From Anarchy In Action

A Christian heresy founded in 10th-century Bulgaria by a priest named Bogamil, the Bogomils practiced civil disobedience and advocated anarchism, veganism, and sometimes free love. They allied with the largely pagan Bulgarian peasantry against the king's attempt to impose Christianity. As the Bogomils' ideas later spread to Western Europe, they influenced the Cathars.[1]

Silvia Federici writes: "The Byzantine authorities were most alarmed by the Bogomils' 'radical anarchism,' civil disobedience, and class hatred. As Presbyter Cosmas wrote in his sermons against them: 'They teach their own people not to obey their masters, they revile the wealthy, hate the king, ridicule the elders, condemn the boyars, regard as vile in the eyes of God those who serve the king and forbid every serf to work for the lord.'"[2]

Women played a large role in the movement.[3] Thanks to the influence of the Massalians, the Bogomils discarded their earlier sexual puritanism. Arthur Evans explains:

"At first they were strictly puritanical but in time came closer to the Messalians. 'Under the increased influence of Massalianism, the Bogomils entirely lost their reputation for puritanism and had become associated with the most extreme form of sexual indulgence' [...] In the early 14th century, when Massalian influence was at its greatest, a Bogomil monk named Lazarus appeared in Tirnovo, the capital of Bulgaria. He advocated nudism and sexual freedom as ways to salvation. Arrested, but refusing to recant, he was consequently branded on the face and exiled (Runciman, 97). Another Bogomil, Theodosius, advocated orgiastic sex, but his fate is not re-corded. Most Bogomils did not share these views, but they were an example of where Bogomil teaching could lead."[4]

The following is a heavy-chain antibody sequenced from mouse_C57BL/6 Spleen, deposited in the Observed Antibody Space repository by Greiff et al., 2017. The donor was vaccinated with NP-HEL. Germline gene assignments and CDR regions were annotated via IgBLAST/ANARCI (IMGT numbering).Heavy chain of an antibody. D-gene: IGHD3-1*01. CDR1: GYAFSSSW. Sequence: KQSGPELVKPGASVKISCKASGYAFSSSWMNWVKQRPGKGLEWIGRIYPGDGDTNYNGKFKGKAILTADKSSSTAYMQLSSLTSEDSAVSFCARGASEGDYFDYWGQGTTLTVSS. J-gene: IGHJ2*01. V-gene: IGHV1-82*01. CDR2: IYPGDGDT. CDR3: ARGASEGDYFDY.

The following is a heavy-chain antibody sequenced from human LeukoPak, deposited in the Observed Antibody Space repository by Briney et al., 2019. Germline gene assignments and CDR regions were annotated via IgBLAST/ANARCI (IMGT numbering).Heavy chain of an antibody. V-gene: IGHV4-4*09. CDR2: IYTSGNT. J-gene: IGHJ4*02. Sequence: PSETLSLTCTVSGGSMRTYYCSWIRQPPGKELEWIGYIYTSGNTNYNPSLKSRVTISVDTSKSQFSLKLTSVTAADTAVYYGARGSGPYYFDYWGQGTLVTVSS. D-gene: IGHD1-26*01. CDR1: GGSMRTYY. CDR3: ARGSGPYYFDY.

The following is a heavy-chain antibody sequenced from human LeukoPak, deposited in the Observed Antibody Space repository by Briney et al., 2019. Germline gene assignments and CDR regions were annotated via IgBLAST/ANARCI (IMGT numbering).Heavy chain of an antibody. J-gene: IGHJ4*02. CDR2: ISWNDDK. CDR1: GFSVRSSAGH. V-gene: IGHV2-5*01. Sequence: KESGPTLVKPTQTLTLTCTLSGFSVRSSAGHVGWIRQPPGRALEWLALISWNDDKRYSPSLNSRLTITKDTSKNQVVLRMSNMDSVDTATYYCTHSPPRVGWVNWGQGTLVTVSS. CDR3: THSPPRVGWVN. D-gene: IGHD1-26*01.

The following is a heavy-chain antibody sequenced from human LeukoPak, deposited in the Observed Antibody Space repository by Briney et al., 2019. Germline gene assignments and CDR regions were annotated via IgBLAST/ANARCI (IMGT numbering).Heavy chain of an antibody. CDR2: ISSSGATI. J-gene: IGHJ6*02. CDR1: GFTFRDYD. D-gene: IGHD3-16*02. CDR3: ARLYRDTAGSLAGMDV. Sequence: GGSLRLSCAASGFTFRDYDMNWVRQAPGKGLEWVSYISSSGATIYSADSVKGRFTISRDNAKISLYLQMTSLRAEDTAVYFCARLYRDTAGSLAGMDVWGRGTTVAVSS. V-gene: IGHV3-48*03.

1. Arthur Evans, Witchcraft and the Gay Counterculture: A Radical View of Western Civilization and Some of the People it Has Tried to Destroy (feral death coven, 2013), 72-3.
  2. Silvia Federici, Caliban and the Witch: Women, the Body and Primitive Accumulation (New York: Autonomedia, 2004), 56n.
  3. Federici, Caliban, 38-9.
  4. Evans, Witchcraft, 72-3.